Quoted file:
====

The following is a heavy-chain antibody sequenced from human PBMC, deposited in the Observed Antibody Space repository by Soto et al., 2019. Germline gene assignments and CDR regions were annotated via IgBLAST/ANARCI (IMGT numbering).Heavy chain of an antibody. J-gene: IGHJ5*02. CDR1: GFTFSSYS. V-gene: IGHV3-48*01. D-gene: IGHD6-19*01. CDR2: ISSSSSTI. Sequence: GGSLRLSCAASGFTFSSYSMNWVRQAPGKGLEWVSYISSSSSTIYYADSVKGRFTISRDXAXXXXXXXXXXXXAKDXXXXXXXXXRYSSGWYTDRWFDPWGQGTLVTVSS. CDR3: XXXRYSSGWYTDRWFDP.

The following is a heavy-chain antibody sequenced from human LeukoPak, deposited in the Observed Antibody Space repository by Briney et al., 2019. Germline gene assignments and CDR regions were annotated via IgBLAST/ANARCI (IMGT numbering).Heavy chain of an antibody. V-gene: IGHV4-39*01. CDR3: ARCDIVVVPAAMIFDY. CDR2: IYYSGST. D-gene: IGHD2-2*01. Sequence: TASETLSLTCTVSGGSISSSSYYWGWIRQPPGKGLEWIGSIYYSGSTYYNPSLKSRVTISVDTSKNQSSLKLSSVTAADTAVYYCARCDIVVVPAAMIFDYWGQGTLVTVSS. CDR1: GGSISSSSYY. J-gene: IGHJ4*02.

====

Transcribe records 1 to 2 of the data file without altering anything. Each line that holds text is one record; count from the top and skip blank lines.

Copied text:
The following is a heavy-chain antibody sequenced from human PBMC, deposited in the Observed Antibody Space repository by Soto et al., 2019. Germline gene assignments and CDR regions were annotated via IgBLAST/ANARCI (IMGT numbering).Heavy chain of an antibody. J-gene: IGHJ5*02. CDR1: GFTFSSYS. V-gene: IGHV3-48*01. D-gene: IGHD6-19*01. CDR2: ISSSSSTI. Sequence: GGSLRLSCAASGFTFSSYSMNWVRQAPGKGLEWVSYISSSSSTIYYADSVKGRFTISRDXAXXXXXXXXXXXXAKDXXXXXXXXXRYSSGWYTDRWFDPWGQGTLVTVSS. CDR3: XXXRYSSGWYTDRWFDP.

The following is a heavy-chain antibody sequenced from human LeukoPak, deposited in the Observed Antibody Space repository by Briney et al., 2019. Germline gene assignments and CDR regions were annotated via IgBLAST/ANARCI (IMGT numbering).Heavy chain of an antibody. V-gene: IGHV4-39*01. CDR3: ARCDIVVVPAAMIFDY. CDR2: IYYSGST. D-gene: IGHD2-2*01. Sequence: TASETLSLTCTVSGGSISSSSYYWGWIRQPPGKGLEWIGSIYYSGSTYYNPSLKSRVTISVDTSKNQSSLKLSSVTAADTAVYYCARCDIVVVPAAMIFDYWGQGTLVTVSS. CDR1: GGSISSSSYY. J-gene: IGHJ4*02.